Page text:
Why Sutton On 'The Bold Type' Refuses To Be Slut Shamed, According To Star Meghann Fahy

Phillippe Bosse/Freeform

Spoilers ahead for The Bold Type Season 2, Episodes 1 & 2. There are plenty of shows on television that feature a group of women trying to find themselves while living and working in a big city. But Freeform's The Bold Type stands out for its dedication to avoiding the all-too-common tropes that often pit women against each other in pop culture. According to Meghann Fahy, who plays Sutton on The Bold Type, Season 2 doubles down on the idea that success for women isn’t a zero-sum game. “We really want to rewrite the narrative and just say, ‘Look, you don’t have to tear someone down to win,'" she says. "You can support other people and you can wish them success and succeed yourself."

That whole “path to success” thing isn’t always easy, though. On the show, we’ve seen Sutton, Jane, and Kat change jobs, battle bosses, ask for a raise, and date within the office — all with varying results. Sometimes it works out, but sometimes it doesn’t. That, according to Fahy, is what makes the show so great. “We do see them fail, and we see how they choose to pick themselves up from those failures,” she says. “That’s what’s super important to show because that’s the most important part of failing: How are you going to move forward?”

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One thing that doesn’t seem to be going forward following the Season 2 premiere is Sutton’s relationship with Richard, her beau from the first season. They’re great together, but he’s a board member at her company and she’s a lowly assistant. Not a great optics situation. The two split in the premiere, and while Fahy doesn’t say if Richard and Sutton will get back together later in the season, she does say that Richard and Sutton’s relationship was why she wanted to book The Bold Type in the first place.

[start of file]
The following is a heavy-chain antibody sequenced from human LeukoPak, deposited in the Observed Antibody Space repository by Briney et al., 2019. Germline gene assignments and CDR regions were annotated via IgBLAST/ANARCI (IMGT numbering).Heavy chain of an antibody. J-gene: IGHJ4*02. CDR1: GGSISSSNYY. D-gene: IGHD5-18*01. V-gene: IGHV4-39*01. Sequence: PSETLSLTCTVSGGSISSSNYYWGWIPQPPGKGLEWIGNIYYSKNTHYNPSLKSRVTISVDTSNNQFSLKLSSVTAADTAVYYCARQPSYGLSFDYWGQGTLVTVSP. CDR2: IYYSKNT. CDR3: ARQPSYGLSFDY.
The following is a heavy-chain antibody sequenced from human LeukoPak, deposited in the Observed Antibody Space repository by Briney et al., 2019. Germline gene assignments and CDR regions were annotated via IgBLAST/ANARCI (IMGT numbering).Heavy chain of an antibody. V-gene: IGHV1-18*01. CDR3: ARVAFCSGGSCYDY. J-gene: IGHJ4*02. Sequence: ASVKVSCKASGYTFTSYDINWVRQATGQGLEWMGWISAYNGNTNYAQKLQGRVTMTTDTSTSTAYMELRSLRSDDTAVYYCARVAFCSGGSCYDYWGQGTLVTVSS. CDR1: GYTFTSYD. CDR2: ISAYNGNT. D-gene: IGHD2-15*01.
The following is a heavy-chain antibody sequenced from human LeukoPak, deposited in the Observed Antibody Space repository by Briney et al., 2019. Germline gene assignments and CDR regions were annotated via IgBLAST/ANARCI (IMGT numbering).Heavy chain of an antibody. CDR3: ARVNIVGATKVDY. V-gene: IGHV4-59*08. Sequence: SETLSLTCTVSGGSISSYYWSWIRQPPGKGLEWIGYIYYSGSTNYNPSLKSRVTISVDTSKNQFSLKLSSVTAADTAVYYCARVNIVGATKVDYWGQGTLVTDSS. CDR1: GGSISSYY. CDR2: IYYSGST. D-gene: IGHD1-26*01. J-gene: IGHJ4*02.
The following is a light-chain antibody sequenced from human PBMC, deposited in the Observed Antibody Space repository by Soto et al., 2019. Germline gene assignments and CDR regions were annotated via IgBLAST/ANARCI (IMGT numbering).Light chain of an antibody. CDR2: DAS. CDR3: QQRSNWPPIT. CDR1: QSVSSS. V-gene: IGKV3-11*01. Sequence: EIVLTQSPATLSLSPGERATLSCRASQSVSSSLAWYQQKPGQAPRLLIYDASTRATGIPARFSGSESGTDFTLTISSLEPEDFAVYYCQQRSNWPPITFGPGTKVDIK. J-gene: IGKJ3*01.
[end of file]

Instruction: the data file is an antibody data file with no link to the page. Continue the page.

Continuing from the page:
“I was interested in that because I think that it played against stereotypical power dynamic male/female relationships in the workplace that we’ve seen portrayed in a lot of different ways on TV before, and I thought this was a fresh take on it,” Fahy says. “These were two people who really respected and loved each other, and the only thing that was keeping them from being together was that they worked at the same place.”

Phillippe Bosse/Freeform

It’s Sutton’s relationship with another coworker, though, that ultimately lands her in trouble in the premiere — she hooked up with Alex a few times, and Mitzi another assistant, gets wind of it and insists that the only reason Sutton is getting the good assignments is because Alex saw her naked. It’s not a good look for Mitzi, but according to Fahy, it’s not a surprise that Mitzi acted that way.

“That’s the tragedy of the situation is that’s not surprising. It’s what [Sutton has] been afraid of the whole time… And that sucks. And on our show, what we really want to say is, ‘Your body, your choice,’ and no decision or experience that you have sexually or otherwise is a representation of your worth,” Fahy says.

Though Mitzi’s comments throw Sutton off her game, she eventually comes to her senses and tells Mitzi to cut the nonsense — something that Fahy says is important for viewers to see on screen. “How often do we see scenes like that between women? She’s not being mean to Mitzi. She’s being firm,” she says. “She’s being honest. She’s calling her out, but she doesn’t have it out for Mitzi after that… It would have been so easy to do something to get even with Mitzi or sort of take Mitzi down the way she thinks Mitzi took her down, but I’m really proud of our show for telling a different story.”

John Medland/Freeform

Sutton will continue to fight her way to the top of the fashion closet in Season 2, but hopefully, Mitzi won’t be standing in her way. Another thing that’s coming in Season 2? A social life! “The thing that’s really exciting about this season is we will see the girls outside of the office more,” Fahy says. “We were all hoping that would be the case, because like being that age and living in a city like New York, half the magic is like, ‘What are they doing on Friday night?’”

Fahy says that the new season tackles the serious subject matter the show is known for, but with that signature The Bold Type smile. When asked to sum up the new season in three words, she thinks a bit and settles on “totally empowering fun.” And we’re looking forward to it.